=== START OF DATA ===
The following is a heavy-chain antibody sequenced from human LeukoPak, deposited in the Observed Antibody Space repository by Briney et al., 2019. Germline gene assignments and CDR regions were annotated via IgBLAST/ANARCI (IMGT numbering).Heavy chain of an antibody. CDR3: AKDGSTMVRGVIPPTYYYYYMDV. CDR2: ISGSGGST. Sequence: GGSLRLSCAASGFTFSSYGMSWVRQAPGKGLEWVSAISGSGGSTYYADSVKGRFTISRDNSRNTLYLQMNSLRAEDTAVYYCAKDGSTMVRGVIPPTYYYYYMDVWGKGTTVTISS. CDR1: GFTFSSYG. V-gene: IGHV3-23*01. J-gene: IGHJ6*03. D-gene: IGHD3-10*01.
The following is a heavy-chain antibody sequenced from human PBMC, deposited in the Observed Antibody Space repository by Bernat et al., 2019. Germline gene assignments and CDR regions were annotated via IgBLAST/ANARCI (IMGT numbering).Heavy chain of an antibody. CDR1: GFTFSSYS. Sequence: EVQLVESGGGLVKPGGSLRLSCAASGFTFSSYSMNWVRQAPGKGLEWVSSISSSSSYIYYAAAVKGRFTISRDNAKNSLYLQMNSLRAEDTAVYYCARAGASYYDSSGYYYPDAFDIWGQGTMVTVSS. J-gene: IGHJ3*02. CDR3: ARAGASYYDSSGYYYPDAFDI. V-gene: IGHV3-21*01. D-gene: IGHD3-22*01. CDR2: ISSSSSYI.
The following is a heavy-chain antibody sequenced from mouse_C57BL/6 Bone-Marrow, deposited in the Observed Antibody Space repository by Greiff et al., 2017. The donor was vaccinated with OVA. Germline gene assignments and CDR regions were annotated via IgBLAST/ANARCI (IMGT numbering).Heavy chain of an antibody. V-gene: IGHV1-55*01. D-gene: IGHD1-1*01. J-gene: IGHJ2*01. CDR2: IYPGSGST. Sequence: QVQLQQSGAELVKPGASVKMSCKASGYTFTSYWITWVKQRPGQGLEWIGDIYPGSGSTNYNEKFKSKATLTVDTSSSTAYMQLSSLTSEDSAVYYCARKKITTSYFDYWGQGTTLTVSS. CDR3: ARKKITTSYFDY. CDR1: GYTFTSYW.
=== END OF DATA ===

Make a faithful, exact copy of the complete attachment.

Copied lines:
The following is a heavy-chain antibody sequenced from human LeukoPak, deposited in the Observed Antibody Space repository by Briney et al., 2019. Germline gene assignments and CDR regions were annotated via IgBLAST/ANARCI (IMGT numbering).Heavy chain of an antibody. CDR3: AKDGSTMVRGVIPPTYYYYYMDV. CDR2: ISGSGGST. Sequence: GGSLRLSCAASGFTFSSYGMSWVRQAPGKGLEWVSAISGSGGSTYYADSVKGRFTISRDNSRNTLYLQMNSLRAEDTAVYYCAKDGSTMVRGVIPPTYYYYYMDVWGKGTTVTISS. CDR1: GFTFSSYG. V-gene: IGHV3-23*01. J-gene: IGHJ6*03. D-gene: IGHD3-10*01.
The following is a heavy-chain antibody sequenced from human PBMC, deposited in the Observed Antibody Space repository by Bernat et al., 2019. Germline gene assignments and CDR regions were annotated via IgBLAST/ANARCI (IMGT numbering).Heavy chain of an antibody. CDR1: GFTFSSYS. Sequence: EVQLVESGGGLVKPGGSLRLSCAASGFTFSSYSMNWVRQAPGKGLEWVSSISSSSSYIYYAAAVKGRFTISRDNAKNSLYLQMNSLRAEDTAVYYCARAGASYYDSSGYYYPDAFDIWGQGTMVTVSS. J-gene: IGHJ3*02. CDR3: ARAGASYYDSSGYYYPDAFDI. V-gene: IGHV3-21*01. D-gene: IGHD3-22*01. CDR2: ISSSSSYI.
The following is a heavy-chain antibody sequenced from mouse_C57BL/6 Bone-Marrow, deposited in the Observed Antibody Space repository by Greiff et al., 2017. The donor was vaccinated with OVA. Germline gene assignments and CDR regions were annotated via IgBLAST/ANARCI (IMGT numbering).Heavy chain of an antibody. V-gene: IGHV1-55*01. D-gene: IGHD1-1*01. J-gene: IGHJ2*01. CDR2: IYPGSGST. Sequence: QVQLQQSGAELVKPGASVKMSCKASGYTFTSYWITWVKQRPGQGLEWIGDIYPGSGSTNYNEKFKSKATLTVDTSSSTAYMQLSSLTSEDSAVYYCARKKITTSYFDYWGQGTTLTVSS. CDR3: ARKKITTSYFDY. CDR1: GYTFTSYW.